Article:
When Milla Jovovich’s Alice first awoke in a Mansion back in 2002, it all looked so promising. The original Resident Evil video game features a mysterious mansion in the woods, and it spun out an intriguing mystery that took in ridiculously complex puzzles, the living dead, zombie dogs, Killer frogmen, and an elaborate conspiracy that would span many years, sequels, and spinoffs. It looked like we’d get something that was close to the source. That was until the Red Queen appears and it becomes something else entirely. It did at least keep the events contained within a relatively small area with hidden depths, just a little too literally.

Taking that initial promise and running with it would be a sound strategy for rebirthing the film version of the franchise. The rather Gothic Spencer Mansion (even just a facsimile of it) from the 1996 original game, with all its hidden horrors and dark mysteries, would be a somewhat grounded way to restart the movie universe. It’d be a great way to honor the series’ roots not only in video games, but also in film, as the game’s own genesis was found in the criminally underseen Japanese haunted house flick Sweet Home (AKA Sûîto Homu).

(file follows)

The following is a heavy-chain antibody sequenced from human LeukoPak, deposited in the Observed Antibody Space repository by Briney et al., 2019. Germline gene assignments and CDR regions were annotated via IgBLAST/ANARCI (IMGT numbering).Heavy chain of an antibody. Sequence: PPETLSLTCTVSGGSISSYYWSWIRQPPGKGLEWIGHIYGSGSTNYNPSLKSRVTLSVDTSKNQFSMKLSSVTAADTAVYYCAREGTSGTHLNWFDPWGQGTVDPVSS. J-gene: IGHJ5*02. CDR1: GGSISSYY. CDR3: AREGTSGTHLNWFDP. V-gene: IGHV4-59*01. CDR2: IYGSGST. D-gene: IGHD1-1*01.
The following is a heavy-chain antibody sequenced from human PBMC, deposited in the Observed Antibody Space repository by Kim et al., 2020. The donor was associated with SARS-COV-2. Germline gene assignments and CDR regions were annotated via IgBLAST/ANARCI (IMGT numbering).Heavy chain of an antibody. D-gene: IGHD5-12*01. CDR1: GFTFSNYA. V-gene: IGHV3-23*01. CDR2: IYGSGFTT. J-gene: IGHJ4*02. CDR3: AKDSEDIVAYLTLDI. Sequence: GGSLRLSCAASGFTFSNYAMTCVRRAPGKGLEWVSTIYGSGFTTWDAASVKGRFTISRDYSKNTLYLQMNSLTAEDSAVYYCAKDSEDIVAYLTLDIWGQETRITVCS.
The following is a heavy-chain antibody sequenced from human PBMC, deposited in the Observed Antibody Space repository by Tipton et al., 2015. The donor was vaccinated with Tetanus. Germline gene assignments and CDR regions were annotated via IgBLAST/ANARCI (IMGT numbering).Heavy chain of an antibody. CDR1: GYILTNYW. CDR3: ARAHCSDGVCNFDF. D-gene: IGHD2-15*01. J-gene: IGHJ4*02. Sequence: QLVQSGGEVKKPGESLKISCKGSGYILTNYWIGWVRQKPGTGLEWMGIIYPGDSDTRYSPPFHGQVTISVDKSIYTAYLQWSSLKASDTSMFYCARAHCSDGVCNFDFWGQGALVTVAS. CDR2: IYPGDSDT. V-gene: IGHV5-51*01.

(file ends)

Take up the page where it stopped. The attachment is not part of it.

An alternate route is via the game series’ own recent semi-reboot, Resident Evil 7. Whereas Resident Evil first began as a haunted house movie full of biological weapons, Resident Evil 7 is closer to the likes of The Hills Have Eyes, and Texas Chainsaw Massacre, but with…wait for it…biological weapons. It mirrors the original’s scaled-back approach, mainly focused in the creaking, decrepit Baker homestead, before heading to a secondary location towards the end.

It’s an interesting location, but we’ll take the ‘Spencer Mansion Event’ blueprint as a basis for this article, even if the idea of seeing an actress take a crack at being Marguerite Baker is an entirely intriguing prospect.

The Tone